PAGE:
In an age of skepticism and aversion to the supernatural, angels are big players and in great demand in many obituaries.
They’re on bestseller lists, on prime-time TV, and even in the outfield.
Angels have become a hot item. And why not? Our post-modern culture has ignored the arrogant assumption that humanity is the top of the chain of being, that there is nothing greater than ourselves.
We seem to reopen our minds to the possibility of the supernatural.
But a cultural fad is not enough to promote belief. Are we not justified in rejecting angels outright?
No. Those who reject the possibility of the existence of angels, the most ardent materialists, do so because they believe that bringing anything non-material into existence is a contradiction of terms, much like a square circle.
But, while the concept of a square circle is a contradiction in terms and unimaginable, angels are not unimaginable. And, while that doesn’t prove their existence, it doesn’t allow us to dismiss them outright as impossible.
In art, they have been portrayed as buff warriors of the stratosphere and as chubby little babies with dove wings.
The poets gave them both glorious and grotesque features.
Over time, many have taken these artistic visions at face value, leading to many misunderstandings about the angelic nature, rather than understanding the artist’s figurative portrayal of something unseen.
Angels were painted with beautiful and corrupt bodies to reflect the moral quality of different spirits.
They were given wings to represent their role of messenger (“angel” literally means messenger). A glow is often added to represent their spiritual quality.
An artist often works to make a concrete representation of the abstract, but the artist does not expect us to confuse the representation with the thing represented.
Angels are purely spiritual beings, essentially spirits without a body.
The concept of angels was first introduced in the Old Testament and later in the New Testament.
In the book of Genesis, God is credited with the creation of the earth (or bodily objects) and the heavens (purely spiritual things) with the creation of angels before the creation of man and woman.
So what about all the cool and Twilight Zone parts of the Bible, with people seeing wheels in wheels, six-winged angels, and four-faced creatures?
Some of the Old Testament angelic visions are just that – visions.
Daniel is visited by an angel in the form of a man, but with a crystal body and bronze arms and legs. His face was like lightning and his eyes were like shining torches.
But Daniel is very clear that it was a vision of revelation sent to him by God. The angel still acts as a messenger, but is not physically present.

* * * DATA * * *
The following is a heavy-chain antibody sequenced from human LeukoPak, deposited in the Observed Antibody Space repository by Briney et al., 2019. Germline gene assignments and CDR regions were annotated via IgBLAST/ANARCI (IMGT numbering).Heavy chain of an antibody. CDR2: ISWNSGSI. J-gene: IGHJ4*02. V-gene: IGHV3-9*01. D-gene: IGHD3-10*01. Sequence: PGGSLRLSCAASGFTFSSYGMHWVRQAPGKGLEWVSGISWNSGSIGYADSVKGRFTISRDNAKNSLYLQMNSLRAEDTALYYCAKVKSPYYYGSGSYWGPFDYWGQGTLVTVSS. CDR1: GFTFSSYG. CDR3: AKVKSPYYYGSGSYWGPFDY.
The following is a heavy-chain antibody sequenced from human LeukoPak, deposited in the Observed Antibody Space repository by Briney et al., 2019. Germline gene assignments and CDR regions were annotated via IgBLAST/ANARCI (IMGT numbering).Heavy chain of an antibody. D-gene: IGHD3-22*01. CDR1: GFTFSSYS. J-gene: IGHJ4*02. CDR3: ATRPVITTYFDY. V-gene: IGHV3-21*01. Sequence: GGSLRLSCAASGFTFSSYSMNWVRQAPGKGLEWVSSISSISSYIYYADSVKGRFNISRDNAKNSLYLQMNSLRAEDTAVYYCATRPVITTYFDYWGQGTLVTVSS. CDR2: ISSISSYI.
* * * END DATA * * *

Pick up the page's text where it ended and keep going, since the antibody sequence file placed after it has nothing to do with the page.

At other times, angels are physically present.
When three angels came to tell Abraham that he was going to father a son in his old age, the angels spoke openly with him, ate a meal that he prepared, and were seen by others.
The same is true of the angels who led Lot out of Sodom and Gomorrah. It would seem that an angel can assume a body, human or otherwise, when the need arises.
But these bodily manifestations are temporary. The angel returns to his invisible nature.
An angel is finished. His attention and power can only be focused on one point at a time. Only God has infinite reach, instantly encompassing all of creation and able to act everywhere at once.
Then there is the famous question of medieval theologians everywhere: “How many angels can dance on the head of a pin?”
In fact, it was not a global medieval debate.
They had better things to say and knew that the angels had better things to do with their time than doing square dances.
The real origin of the question is modern. It was invented by contemporary detractors of the religious faith.
There are two questions that angels help us explore. The first concerns our own nature. There appear to be four stairs in the chain of being:
• humans or physical beings with spirit;
• angels or finite spirit beings;
• and God, the infinite spiritual being.
Since we are a mixture of two natures, we can learn something about ourselves by looking at the
animals below us and angels above us.
The second question is about death.
If the material universe is all there is, then death is truly an end for each of us and everything we are is wasted.
Of course, we can try to comfort ourselves with the assurance that we will live in the memory of others, but that hardly makes up for the loss of our existence as a conscious person.
Most of us wouldn’t trade our identities for a handful of eight out of ten glossy papers. While our desire to maintain some meaning beyond the grave isn’t enough to prove the existence of the supernatural, it should be enough to make us want to explore the possibility.
Hence the interest in angels at all ages.
Narayan Mitra is a volunteer chaplain at Thompson Rivers University. His email address is firstname.lastname@example.org. KTW accepts submissions on its Faith page. Columns should be between 600 and 800 words long and can be emailed to email@example.com. Please include a very short biography and photo.